When Colombia struck a peace deal two years ago, the formula to end the western hemisphere’s longest civil conflict seemed simple: in return for handing in their weapons, leaders of the Marxist Farc guerrilla group would be able to run for office in elections this year. But nothing has proved simple when it comes to resolving a conflict that has claimed 200,000 lives, displaced millions and still inflames raw emotions. Although the fighting has not re-started, both the peace formula and Colombia’s democratic credentials are being severely tested ahead of presidential elections in May, thanks to a particularly poisonous campaign.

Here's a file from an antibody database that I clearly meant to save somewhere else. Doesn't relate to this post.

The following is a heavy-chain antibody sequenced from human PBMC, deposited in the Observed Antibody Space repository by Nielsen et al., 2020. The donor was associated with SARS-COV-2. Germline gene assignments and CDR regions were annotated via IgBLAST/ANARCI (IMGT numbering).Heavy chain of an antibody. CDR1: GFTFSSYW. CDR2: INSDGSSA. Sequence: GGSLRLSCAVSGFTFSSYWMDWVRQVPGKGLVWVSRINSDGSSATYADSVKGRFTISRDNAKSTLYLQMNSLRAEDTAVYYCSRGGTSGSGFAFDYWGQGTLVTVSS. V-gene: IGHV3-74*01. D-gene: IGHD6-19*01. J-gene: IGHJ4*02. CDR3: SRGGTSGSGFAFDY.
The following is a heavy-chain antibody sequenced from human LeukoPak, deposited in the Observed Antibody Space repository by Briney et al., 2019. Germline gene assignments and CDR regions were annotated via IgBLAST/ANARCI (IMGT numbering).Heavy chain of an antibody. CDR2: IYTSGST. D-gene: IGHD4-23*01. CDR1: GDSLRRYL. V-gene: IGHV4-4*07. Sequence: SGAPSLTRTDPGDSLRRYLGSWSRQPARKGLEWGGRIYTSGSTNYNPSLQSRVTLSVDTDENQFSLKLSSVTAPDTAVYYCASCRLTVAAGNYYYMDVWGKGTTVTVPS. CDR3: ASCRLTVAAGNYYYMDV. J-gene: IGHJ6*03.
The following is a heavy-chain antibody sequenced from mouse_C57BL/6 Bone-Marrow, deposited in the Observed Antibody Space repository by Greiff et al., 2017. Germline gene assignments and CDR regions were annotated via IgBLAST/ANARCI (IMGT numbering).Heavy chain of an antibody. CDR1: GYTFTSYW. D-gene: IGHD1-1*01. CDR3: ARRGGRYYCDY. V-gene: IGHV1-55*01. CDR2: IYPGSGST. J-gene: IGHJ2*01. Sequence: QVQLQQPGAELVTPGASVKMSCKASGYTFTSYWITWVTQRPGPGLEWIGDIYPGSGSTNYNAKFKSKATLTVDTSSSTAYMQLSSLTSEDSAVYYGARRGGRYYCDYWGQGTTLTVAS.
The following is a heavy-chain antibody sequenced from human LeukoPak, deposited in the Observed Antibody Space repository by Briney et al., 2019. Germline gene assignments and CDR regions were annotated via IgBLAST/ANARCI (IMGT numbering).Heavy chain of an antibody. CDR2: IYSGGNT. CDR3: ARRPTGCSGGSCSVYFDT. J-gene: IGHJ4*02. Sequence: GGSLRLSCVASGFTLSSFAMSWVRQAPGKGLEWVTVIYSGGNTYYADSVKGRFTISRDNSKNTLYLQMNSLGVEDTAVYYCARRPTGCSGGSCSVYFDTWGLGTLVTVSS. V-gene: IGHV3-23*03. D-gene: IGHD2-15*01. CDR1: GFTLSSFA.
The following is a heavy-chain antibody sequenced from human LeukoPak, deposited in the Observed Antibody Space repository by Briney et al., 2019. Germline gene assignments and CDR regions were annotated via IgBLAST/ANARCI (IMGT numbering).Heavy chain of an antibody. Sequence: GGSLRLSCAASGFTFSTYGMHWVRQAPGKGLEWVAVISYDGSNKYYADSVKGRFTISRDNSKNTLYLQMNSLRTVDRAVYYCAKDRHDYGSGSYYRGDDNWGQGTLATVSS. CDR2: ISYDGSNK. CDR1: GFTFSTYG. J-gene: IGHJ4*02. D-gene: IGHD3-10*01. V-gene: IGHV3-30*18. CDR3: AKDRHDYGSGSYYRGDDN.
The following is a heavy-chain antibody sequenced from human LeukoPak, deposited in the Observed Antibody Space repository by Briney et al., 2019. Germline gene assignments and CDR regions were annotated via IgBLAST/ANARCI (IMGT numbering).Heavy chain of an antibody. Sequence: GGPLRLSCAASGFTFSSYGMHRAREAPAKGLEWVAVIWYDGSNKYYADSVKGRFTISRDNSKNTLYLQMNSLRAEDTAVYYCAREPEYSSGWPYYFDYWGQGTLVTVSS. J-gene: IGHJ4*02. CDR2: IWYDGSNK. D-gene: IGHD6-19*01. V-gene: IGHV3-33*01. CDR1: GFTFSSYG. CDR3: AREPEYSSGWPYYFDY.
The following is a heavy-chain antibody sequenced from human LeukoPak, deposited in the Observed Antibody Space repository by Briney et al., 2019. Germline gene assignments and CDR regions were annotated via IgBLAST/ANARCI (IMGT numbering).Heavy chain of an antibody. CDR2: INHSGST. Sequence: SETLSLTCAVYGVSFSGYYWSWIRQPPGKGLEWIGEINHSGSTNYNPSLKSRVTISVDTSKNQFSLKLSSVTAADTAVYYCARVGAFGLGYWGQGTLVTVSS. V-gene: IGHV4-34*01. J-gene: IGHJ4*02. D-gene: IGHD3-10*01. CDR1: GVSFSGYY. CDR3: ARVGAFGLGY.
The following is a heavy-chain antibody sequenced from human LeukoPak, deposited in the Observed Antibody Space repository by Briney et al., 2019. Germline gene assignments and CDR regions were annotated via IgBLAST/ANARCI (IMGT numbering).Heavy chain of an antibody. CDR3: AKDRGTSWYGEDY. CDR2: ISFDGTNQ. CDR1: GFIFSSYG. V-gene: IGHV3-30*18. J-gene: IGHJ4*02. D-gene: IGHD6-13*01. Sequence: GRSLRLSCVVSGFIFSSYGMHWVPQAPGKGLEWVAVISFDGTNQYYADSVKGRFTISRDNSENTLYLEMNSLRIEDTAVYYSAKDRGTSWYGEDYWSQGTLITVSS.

Last week, Farc suspended campaigning after Rodrigo Londoño, a top commander running for president, and his colleagues were pelted with rocks. In a statement, Farc said it would stop campaigning because of such attacks, some violent and some virtual, such as social media threats and circulated photographs of the homes of Farc activists.
“There’s a feeling of panic, of imminent conflagration,” says Jorge Restrepo, director of Cerac, a Bogotá think-tank. “The left is hitting out at the right, the right is hitting out at the left . . . Many candidates are still framing the election in terms of fighting, of war versus peace.”
Full Article: Colombia’s election tests its democracy — and its peace.